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Influence of flooding, salinity and inundation time on the bioavailability of metals in wetlands
Speelmans, M.; Vanthuyne, D.R.J.; Lock, K.; Hendrickx, F.; Du Laing, G.; Tack, F.M.G.; Janssen, C.R. (2007). Influence of flooding, salinity and inundation time on the bioavailability of metals in wetlands. Sci. Total Environ. 380(1-3): 144-153.
In: Science of the Total Environment. Elsevier: Amsterdam. ISSN 0048-9697, more
Peer reviewed article  

Available in  Authors 

    Aquatic environment; Bioassay; Bioavailability; Cadmium; Ecotoxicology; Environmental factors; Freshwater environment; Heavy metals; Industrial water; Pollutants; Redox potential; Salinity; Sediments; Soil pollution; Surface water; Toxicity; Wetlands; Zinc; Annelida [WoRMS]; Invertebrata; Oligochaeta [WoRMS]; Tubifex tubifex (Müller, 1774) [WoRMS]; Brackish water; Fresh water
Author keywords
    sediment; river restoration; inundation; salinity; metalbioavailability; oligochaete

Authors  Top 
  • Speelmans, M., more
  • Vanthuyne, D.R.J., more
  • Lock, K., more
  • Hendrickx, F., more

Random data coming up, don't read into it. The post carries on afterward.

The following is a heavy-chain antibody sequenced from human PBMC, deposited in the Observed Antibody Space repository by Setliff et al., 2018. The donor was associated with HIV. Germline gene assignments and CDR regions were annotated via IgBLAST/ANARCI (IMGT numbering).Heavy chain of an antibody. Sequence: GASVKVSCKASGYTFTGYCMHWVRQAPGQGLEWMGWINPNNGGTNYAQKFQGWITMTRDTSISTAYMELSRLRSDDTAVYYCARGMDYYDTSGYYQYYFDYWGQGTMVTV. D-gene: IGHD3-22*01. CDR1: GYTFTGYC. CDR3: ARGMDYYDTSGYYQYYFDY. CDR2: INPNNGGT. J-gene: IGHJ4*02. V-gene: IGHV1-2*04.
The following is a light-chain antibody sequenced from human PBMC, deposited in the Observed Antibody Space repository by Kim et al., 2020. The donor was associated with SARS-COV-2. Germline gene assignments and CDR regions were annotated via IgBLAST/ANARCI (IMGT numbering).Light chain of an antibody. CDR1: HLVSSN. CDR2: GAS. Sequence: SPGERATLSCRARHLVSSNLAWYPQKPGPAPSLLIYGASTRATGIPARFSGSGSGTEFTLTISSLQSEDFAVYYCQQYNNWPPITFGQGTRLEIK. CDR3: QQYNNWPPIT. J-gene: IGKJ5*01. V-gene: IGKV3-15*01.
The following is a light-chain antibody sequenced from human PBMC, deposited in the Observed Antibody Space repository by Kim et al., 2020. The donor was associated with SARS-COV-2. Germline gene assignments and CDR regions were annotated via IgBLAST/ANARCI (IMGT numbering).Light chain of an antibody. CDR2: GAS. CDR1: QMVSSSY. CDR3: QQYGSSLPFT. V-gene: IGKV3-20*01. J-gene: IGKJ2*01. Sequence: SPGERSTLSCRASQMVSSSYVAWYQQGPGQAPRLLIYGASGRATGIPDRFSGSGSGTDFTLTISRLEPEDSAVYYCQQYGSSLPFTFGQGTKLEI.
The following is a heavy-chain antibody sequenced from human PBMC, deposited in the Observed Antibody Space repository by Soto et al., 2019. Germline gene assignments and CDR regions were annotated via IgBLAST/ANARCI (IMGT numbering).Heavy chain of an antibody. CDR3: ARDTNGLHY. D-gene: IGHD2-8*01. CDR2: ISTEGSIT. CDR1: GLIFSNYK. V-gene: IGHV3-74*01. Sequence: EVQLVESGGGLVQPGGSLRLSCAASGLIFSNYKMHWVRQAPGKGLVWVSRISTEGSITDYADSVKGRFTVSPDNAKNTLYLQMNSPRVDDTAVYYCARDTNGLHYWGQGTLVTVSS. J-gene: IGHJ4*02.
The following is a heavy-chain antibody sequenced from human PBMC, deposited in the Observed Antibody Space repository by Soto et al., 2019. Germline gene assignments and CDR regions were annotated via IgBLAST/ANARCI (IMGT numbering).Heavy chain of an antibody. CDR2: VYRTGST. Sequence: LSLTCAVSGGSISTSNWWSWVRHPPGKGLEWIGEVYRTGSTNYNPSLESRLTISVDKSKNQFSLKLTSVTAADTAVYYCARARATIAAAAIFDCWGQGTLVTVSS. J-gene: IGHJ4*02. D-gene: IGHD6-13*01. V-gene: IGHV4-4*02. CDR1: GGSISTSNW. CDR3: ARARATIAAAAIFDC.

Controlled flooding of lowlands is considered as a potential water management strategy to minimize the risk of flooding of inhabited areas during high water periods. However, due to industrial activities, river water, sediments and soils are often contaminated with metals which may have adverse effects on the ecosystem's structure and functioning. Additionally, salinity may greatly affect the bioavailability and toxicity of metals present or imported into these systems. The effect of contaminated soils under different flooding and salinity exposure scenarios on the growth, reproduction and metal accumulation in the oligochaete Tubifex tubifex (Müller, 1774) were examined. In these bioassays metal contaminated soils were flooded with water of different salinities (0 and 3 psu), and tested after 0, 6 and 12 months of permanent inundation. We indeed found that inundation time had significant decreasing effects on Cu and Zn accumulation; although initial accumulation of Cu and Zn was higher in the previously unflooded soil at the start of the flooding treatment, these differences seem to disappear after 6 months of permanent inundation. Moreover, the complex interaction between substrate type and salinity suggests that redox potential is probably of major importance.

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